In the spring of 2019, MDRC invited practitioners from innovative career and technical education (CTE) programs to discuss questions of equity. This policy brief summarizes the most common equity challenges that were raised in the discussion, along with ideas that emerged for how to address them.
Current Policy, Prominent Programs, and Evidence
This paper reviews the available evidence supporting various types of career and technical education programs, touching on both the amount of evidence available in each area and its level of rigor.
Final Results from the Family Self-Sufficiency Study in New York City
FSS provides case management services and a long-term escrow-savings account to housing-assisted families; an enhanced version also offered short-term cash work incentives. Six-year results of the random assignment evaluation show few significant effects overall for either program. However, the enhanced program increased employment and earnings for participants not working at enrollment.
Amid keen interest in helping students, young adults, and low-wage workers build the skills necessary to succeed in a technologically advanced economy, MDRC is studying a range of programs that feature employer involvement, such as career pathways from high school into college and the workforce, work-based learning, apprenticeships, and sectoral training.
Findings from Family Rewards 2.0
A program in Memphis and the Bronx offered cash incentives, coupled with family guidance, to poor families for meeting certain health care, education, and work milestones. The program increased income and reduced poverty, increased dental visits and health status, reduced employment somewhat, and had few effects on students’ education.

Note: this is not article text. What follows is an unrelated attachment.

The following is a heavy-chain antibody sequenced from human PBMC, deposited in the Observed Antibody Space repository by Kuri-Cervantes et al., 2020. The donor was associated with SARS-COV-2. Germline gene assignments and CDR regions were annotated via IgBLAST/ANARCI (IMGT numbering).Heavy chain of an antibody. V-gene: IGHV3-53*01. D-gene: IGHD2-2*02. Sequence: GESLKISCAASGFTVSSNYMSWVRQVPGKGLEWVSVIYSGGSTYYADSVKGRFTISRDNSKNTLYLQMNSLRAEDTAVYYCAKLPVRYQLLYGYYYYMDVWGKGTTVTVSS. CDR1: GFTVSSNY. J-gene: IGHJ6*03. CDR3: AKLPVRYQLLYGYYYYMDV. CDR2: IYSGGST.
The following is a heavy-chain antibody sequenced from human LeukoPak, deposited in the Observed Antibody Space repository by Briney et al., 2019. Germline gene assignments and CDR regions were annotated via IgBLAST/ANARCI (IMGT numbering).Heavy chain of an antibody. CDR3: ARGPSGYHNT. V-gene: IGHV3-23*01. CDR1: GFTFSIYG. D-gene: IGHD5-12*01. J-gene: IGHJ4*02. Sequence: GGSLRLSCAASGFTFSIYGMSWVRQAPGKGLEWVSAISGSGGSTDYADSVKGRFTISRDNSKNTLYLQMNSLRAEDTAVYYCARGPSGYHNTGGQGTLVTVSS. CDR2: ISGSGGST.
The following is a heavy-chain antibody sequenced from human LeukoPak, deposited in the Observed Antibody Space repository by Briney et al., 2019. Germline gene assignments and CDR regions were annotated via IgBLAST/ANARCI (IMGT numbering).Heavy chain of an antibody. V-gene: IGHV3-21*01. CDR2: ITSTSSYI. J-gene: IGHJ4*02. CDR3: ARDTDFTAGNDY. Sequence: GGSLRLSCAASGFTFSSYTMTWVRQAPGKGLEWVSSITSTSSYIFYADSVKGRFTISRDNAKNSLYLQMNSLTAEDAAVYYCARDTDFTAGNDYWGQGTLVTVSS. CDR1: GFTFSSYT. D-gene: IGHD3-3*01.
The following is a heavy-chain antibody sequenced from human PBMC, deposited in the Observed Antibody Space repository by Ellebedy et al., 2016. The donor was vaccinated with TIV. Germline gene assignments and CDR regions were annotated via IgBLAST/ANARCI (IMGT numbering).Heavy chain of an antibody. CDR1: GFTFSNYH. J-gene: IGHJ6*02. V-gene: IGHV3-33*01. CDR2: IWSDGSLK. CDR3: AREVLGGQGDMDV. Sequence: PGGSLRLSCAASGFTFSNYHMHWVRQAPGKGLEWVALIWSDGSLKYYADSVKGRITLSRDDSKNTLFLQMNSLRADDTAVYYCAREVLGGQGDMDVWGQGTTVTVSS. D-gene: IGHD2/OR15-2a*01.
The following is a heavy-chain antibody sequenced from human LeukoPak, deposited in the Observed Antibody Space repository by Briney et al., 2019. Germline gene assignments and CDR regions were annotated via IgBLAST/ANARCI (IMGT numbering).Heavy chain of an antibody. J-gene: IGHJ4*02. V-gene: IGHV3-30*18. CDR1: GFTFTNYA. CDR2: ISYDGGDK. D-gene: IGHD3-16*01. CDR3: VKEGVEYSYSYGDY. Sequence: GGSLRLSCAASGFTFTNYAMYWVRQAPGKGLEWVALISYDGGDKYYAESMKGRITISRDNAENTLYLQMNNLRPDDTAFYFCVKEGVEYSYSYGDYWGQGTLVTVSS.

A Conditional Cash Transfer Program in Two American Cities
This program spent a little over a dollar to transfer one dollar in cash rewards to families who met the required benchmarks. These rewards produced positive effects on some outcomes, but left others unchanged. While the program benefited participating families, the cost to taxpayers exceeded the economic value of these effects.
What Worked, What Didn’t
Family Rewards offered cash incentives to low-income families to reduce both current and longer-term poverty, contingent on families’ efforts to build up their “human capital” through children’s education, preventive health care, and parents’ employment. While the program produced some positive effects on some outcomes, it left many outcomes unchanged.
Early Lessons from Family Rewards 2.0
This project builds on NYC’s earlier experiment with a conditional cash transfer program to reduce poverty and improve education, health, and employment outcomes. It tests a revised model in the Bronx and Memphis, adding family guidance to modified incentives paid more frequently. Early implementation findings suggest deeper family engagement.
The Continuing Story of the Opportunity NYC−Family Rewards Demonstration
Family Rewards, a three-year demonstration, provided cash payments to low-income families in New York City for achieving specific health, education, and employment goals. New results show that the program substantially reduced poverty and material hardship while it operated and had positive results in improving some education, health, and work-related outcomes.
The Effects of New York City’s Conditional Cash Transfer Program
What happens if parents and their teenagers are offered cash incentives if the teens go to school and pass their exams? Teens spend more time on academically oriented activities but are no more likely to be engaged in school. Parents save more for college. Surprisingly, teens are less likely to engage in risky behaviors.